Shamima Begum begins legal challenge for citizenship

Shamima Begum awarded state aid after hiring Abu Qatada's law firm

FILE PHOTO: Renu Begum, sister of teenage British girl Shamima Begum, holds a photo of her sister as she makes an appeal for her to return home at Scotland Yard, in London, Britain February 22, 2015. REUTERS/Laura Lean/Pool/File Photo
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The teenage ISIS recruit who left east London to join the terror group in 2015, has sought to reverse the decision to strip her of British citizenship through a request submitted by her family members in the UK.

The teenager was reportedly more heavily involved in ISIS than previously thought including sewing ISIS fighters into suicide vests so they could not be removed before detonation.

Ms Begum has said she was “just a housewife” during her time in Raqqa.

Jeremy Hunt, the British Foreign Secretary, said the east London schoolgirl knew what she was signing up to when she left her home, adding the decision to fund the appeal from the taxpayer was a matter of regret.

"On a personal level, it makes me very uncomfortable because she made a series of choices and she knew the choices she was making, so I think we made decisions about her future based on those choices,” he said on Monday.

Accounts from activist group Sound and Picture differ wildly from Ms Begum’s version of events. They say she, along with the two other girls who left Bethnal Green to join ISIS, Amira Abase and Kadiza Sultana, were part of the Khansaa Battalion, a female-only police service.

Ms Begum also used her position to try and  influence other young women to join the extremist group, according to messages recovered by the group. Using the  pseudonyms “Umm Asma” then “Umm Ahmed,” she spoke to girls across Europe, it is alleged.

“Don’t believe any of the bad things you hear about Dawla, it’s fake. You have everything you want here,” one of the messages read.

“And we can help find you a good-looking husband.”

The legal aid agency, which decides who is eligible for cash towards their legal fight, provides support to people involved in a “serious matter” without the means to pay for a lawyer. Ms Begum qualifies as, living in a refugee camp, she does not have money to pay for legal representation.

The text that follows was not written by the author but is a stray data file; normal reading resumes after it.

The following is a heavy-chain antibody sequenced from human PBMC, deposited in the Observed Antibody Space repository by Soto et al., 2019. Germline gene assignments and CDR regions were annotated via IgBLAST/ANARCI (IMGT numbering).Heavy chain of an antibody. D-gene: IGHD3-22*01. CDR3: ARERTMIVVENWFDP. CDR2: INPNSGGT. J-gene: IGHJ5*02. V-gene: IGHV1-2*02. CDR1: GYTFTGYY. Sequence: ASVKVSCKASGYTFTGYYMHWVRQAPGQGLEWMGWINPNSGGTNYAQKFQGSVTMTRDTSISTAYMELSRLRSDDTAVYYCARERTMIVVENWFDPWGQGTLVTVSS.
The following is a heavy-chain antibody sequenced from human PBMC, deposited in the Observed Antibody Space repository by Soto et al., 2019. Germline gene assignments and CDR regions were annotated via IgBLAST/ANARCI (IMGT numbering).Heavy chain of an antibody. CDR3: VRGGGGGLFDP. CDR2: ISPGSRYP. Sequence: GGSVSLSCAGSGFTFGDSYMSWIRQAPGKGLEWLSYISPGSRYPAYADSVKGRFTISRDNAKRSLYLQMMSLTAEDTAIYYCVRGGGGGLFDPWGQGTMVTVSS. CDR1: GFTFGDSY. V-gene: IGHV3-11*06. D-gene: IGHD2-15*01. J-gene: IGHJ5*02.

Banned from the UK, Ms Begum was previously represented by Tasnime Akunjee, who confirmed the granting of legal aid, but added her case has been taken up by human rights solicitor Gareth Peirce, who represented former Guantanamo Bay detainee Moazzam Begg and Abu Qatada, who was deported to Jordan after a long legal battle. Mr Akungee told The Telegraph the case had been handed over to Ms Peirce because she had the "legal aid contract to do the work".

Ms Peirce is assisting in the case of Julian Assange in his legal battle against extradition to the US.

Family friend and former police superintendent Dal Babu said Ms Begum was groomed and authorities failed to act.

"The police were aware of this, counter-terrorism police were aware of this, the school she was at were aware of it and the social workers at Tower Hamlets council… despite all of that, they did not share the information with the family," he told BBC Radio's Today programme.

Mr Babu said Ms Begum’s case could set a precedent for others held in refugee camps – not only fighters and their wives, but children born to them or taken over to Iraq and Syria by their parents.

Ms Begum left the UK in 2015 at the age of 15 to join the extremist group. She was one of three schoolgirls who left for the now-retaken enclave in Syria and Iraq. The other two are feared dead.

A home office spokesman said it did not comment on individual cases, but decisions to revoke a national’s citizenship “are based on all available evidence and not taken lightly”.